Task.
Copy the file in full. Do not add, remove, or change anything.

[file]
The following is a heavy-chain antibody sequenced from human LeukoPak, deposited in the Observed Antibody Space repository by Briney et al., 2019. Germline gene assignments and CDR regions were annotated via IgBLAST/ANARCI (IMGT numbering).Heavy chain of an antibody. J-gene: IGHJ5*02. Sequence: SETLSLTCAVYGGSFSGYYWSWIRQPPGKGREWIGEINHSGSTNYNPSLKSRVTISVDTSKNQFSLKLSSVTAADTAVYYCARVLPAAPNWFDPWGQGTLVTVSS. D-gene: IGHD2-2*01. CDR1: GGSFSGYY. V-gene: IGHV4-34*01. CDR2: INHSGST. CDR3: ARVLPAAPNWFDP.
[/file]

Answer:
The following is a heavy-chain antibody sequenced from human LeukoPak, deposited in the Observed Antibody Space repository by Briney et al., 2019. Germline gene assignments and CDR regions were annotated via IgBLAST/ANARCI (IMGT numbering).Heavy chain of an antibody. J-gene: IGHJ5*02. Sequence: SETLSLTCAVYGGSFSGYYWSWIRQPPGKGREWIGEINHSGSTNYNPSLKSRVTISVDTSKNQFSLKLSSVTAADTAVYYCARVLPAAPNWFDPWGQGTLVTVSS. D-gene: IGHD2-2*01. CDR1: GGSFSGYY. V-gene: IGHV4-34*01. CDR2: INHSGST. CDR3: ARVLPAAPNWFDP.